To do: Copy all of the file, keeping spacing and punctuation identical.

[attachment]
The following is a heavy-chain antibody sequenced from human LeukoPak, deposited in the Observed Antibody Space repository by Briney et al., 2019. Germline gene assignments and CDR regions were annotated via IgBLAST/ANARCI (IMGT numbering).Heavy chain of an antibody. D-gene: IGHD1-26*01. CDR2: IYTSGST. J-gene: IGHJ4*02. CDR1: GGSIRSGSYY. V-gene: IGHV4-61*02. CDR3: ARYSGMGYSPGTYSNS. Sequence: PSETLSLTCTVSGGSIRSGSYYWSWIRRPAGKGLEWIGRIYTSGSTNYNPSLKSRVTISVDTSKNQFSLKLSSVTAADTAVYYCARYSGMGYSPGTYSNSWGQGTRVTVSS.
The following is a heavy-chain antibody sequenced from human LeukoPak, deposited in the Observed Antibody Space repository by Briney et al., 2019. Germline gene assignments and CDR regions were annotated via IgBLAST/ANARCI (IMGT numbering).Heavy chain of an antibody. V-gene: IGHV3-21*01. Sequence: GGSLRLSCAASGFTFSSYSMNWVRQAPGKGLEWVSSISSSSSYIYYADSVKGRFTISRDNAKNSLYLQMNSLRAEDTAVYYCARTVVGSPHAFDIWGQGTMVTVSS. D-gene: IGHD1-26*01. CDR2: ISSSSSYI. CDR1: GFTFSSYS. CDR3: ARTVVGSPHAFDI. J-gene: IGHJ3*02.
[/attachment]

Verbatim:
The following is a heavy-chain antibody sequenced from human LeukoPak, deposited in the Observed Antibody Space repository by Briney et al., 2019. Germline gene assignments and CDR regions were annotated via IgBLAST/ANARCI (IMGT numbering).Heavy chain of an antibody. D-gene: IGHD1-26*01. CDR2: IYTSGST. J-gene: IGHJ4*02. CDR1: GGSIRSGSYY. V-gene: IGHV4-61*02. CDR3: ARYSGMGYSPGTYSNS. Sequence: PSETLSLTCTVSGGSIRSGSYYWSWIRRPAGKGLEWIGRIYTSGSTNYNPSLKSRVTISVDTSKNQFSLKLSSVTAADTAVYYCARYSGMGYSPGTYSNSWGQGTRVTVSS.
The following is a heavy-chain antibody sequenced from human LeukoPak, deposited in the Observed Antibody Space repository by Briney et al., 2019. Germline gene assignments and CDR regions were annotated via IgBLAST/ANARCI (IMGT numbering).Heavy chain of an antibody. V-gene: IGHV3-21*01. Sequence: GGSLRLSCAASGFTFSSYSMNWVRQAPGKGLEWVSSISSSSSYIYYADSVKGRFTISRDNAKNSLYLQMNSLRAEDTAVYYCARTVVGSPHAFDIWGQGTMVTVSS. D-gene: IGHD1-26*01. CDR2: ISSSSSYI. CDR1: GFTFSSYS. CDR3: ARTVVGSPHAFDI. J-gene: IGHJ3*02.